What You Need to Read and Watch Before Visiting New York

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Mar 01, 2018

This 24/7 metropolis where hustle outweighs bustle exerts a powerful fascination. With a bit of pre-flight prep, you can be a part of it.

Watch

There are great films about every aspect of New York life. In a mere five-year period, 1972 to 1976, The Godfather, Mean Streets, Serpico and Taxi Driver marked out the compass points of its underbelly. Hester Street (1975), Man Push Cart (2005) and Brooklyn (2015) explore the immigrant experience; racial tensions drive West Side Story (1961), Shaft (1971) and Do the Right Thing (1989); and Wall Street (1987) dissects ruthless greed. But as a sole desert-island choice, you can’t beat the 1949 musical On the Town. Frank Sinatra, Jules Munshin and Gene Kelly are sailors on shore leave, cramming in 24 hours worth of sights and romance in this exuberant love letter to the “wonderful town” where “the Bronx is up and the Battery’s down”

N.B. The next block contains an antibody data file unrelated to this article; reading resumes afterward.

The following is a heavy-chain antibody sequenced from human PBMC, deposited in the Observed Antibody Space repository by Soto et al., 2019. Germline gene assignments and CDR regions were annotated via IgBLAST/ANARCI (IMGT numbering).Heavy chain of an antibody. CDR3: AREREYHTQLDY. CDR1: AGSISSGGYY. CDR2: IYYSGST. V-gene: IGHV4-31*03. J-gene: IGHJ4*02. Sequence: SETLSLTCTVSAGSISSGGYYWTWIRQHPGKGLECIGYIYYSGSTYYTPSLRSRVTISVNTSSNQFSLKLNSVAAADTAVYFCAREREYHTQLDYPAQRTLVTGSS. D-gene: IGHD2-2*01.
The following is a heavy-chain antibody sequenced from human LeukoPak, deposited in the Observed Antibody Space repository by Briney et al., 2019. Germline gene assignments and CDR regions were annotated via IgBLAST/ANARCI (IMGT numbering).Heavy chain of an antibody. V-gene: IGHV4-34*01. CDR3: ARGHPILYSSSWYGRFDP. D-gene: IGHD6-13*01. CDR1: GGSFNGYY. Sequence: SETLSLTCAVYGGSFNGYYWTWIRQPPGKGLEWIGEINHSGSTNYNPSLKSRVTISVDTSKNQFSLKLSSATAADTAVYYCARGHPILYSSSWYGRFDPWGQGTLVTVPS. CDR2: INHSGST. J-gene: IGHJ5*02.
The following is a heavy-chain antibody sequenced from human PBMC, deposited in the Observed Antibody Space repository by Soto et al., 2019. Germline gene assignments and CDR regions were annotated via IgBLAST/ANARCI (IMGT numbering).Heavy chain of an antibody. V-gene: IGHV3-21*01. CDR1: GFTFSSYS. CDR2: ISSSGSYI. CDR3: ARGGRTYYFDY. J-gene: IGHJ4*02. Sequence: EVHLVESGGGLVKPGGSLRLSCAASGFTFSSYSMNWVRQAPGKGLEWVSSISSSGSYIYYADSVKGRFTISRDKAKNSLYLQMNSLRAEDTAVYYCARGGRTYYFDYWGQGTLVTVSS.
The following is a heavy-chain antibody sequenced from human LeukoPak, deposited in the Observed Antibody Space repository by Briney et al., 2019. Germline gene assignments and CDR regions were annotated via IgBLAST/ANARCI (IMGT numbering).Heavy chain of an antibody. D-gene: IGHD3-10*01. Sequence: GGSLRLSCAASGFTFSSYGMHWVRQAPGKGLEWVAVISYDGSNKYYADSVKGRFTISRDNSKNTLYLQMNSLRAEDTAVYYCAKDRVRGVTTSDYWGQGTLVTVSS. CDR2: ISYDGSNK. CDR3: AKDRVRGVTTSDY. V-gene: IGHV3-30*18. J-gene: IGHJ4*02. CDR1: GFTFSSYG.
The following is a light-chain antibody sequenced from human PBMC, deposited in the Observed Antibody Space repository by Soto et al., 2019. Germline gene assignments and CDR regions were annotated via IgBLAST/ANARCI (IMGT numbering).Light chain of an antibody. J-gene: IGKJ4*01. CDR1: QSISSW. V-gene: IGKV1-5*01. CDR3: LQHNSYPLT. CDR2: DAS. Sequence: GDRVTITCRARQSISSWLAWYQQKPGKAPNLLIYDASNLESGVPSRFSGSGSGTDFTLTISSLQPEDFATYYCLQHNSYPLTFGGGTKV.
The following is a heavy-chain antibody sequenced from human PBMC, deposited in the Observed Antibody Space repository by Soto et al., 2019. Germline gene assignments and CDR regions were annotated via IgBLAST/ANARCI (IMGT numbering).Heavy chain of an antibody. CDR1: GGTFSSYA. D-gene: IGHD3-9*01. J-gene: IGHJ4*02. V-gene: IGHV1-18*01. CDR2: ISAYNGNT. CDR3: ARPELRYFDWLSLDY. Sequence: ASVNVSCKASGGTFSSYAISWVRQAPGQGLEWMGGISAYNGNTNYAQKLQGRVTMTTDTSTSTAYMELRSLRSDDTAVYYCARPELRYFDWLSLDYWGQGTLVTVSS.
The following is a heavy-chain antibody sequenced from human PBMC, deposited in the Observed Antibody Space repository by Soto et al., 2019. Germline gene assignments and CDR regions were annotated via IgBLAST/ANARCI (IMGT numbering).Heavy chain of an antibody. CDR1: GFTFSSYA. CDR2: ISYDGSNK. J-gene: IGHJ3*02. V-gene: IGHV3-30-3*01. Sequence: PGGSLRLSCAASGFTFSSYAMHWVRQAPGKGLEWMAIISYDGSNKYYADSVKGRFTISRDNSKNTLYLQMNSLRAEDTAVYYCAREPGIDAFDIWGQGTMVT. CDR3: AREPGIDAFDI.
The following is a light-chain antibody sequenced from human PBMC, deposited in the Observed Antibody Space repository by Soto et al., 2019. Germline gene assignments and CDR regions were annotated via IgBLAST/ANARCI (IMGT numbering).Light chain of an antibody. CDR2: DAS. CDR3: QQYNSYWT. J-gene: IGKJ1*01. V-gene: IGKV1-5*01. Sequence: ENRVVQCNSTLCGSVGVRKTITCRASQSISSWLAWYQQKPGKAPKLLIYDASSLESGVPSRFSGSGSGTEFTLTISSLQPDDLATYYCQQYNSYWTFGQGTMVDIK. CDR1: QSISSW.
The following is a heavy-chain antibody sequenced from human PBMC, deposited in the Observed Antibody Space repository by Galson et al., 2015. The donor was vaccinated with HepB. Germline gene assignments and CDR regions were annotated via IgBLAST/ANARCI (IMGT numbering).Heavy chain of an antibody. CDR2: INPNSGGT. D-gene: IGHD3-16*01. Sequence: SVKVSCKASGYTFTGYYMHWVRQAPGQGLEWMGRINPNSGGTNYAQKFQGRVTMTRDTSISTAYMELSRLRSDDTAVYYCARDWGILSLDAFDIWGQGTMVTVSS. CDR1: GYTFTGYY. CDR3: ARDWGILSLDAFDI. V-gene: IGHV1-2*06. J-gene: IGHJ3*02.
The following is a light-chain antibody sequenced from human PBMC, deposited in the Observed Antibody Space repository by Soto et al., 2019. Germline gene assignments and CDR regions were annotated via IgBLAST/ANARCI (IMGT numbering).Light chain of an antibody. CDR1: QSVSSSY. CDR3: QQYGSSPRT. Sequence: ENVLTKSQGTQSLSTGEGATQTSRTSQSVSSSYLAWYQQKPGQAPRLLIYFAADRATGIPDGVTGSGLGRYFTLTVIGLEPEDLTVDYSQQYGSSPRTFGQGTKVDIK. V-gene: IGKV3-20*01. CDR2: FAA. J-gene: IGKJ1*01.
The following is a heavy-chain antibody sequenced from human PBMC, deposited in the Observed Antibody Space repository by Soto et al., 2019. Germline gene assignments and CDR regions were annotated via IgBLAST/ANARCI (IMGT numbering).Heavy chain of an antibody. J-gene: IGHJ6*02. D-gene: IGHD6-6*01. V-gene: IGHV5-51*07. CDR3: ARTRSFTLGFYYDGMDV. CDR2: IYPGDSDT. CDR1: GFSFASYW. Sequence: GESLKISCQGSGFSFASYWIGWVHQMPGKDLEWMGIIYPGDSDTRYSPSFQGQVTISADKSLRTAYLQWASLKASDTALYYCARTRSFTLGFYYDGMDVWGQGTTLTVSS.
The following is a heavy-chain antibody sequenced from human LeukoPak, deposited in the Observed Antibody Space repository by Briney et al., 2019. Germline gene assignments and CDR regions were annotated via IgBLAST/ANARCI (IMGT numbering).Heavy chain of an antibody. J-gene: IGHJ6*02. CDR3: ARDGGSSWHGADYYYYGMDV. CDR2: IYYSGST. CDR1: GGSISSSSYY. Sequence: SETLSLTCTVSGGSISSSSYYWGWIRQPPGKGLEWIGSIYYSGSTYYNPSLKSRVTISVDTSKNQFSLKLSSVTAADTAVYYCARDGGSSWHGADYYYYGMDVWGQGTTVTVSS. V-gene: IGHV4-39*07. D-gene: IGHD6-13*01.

Read

A post-9/11 reimagining of F. Scott Fitzgerald’s The Great Gatsby, Joseph O’Neill’s acclaimed 2008 novel, Netherland, finds a whole new angle on New York. The key is, of all things, cricket. Separated from his family, a Dutch banker meets a Trinidadian immigrant whose Gatsby-sized ambitions include making Americans love the “gentleman’s game”. Together they crisscross the city, from privileged heart to furthest forgotten reaches, a canvas O’Neill makes his own.

Also consider…

◖ The Bonfire of the Vanities

(1987): Tom Wolfe’s 700-page skewering of Wall Street’s “Masters of the Universe” has dated but the novel remains a fast, cynically funny read that spares no-one.

◖ Mapping Manhattan (2013): Becky Cooper gave hand-drawn maps to New orkers of all kinds and asked them to mark places significant to them. The result is this beautiful little book.

Listen

If ever a piece of music captured the city’s relentless pace and interwoven rhythms, it’s Rhapsody in Blue composed by George Gershwin, who said listeners might hear in it suggestions of “a picnic party in Brooklyn”, “a Harlem cabaret” and “a New York crowd”. The music (along with Gordon Willis’s stunning black-and-white cinematography) propelled Woody Allen’s 1979 film, Manhattan, and featured in The Great Gatsby (2013). It sounds as fresh and relevant as it did when it debuted in 1924.

Also consider…

◖ Empire State of Mind (2009): Jay-Z found the perfect collaborator for this song in Alicia Keys. His rap includes crushed dreams among the boasts but her soaring chorus sells New York as the dream-big destination.

SEE ALSO: The Best Free Things to do in New York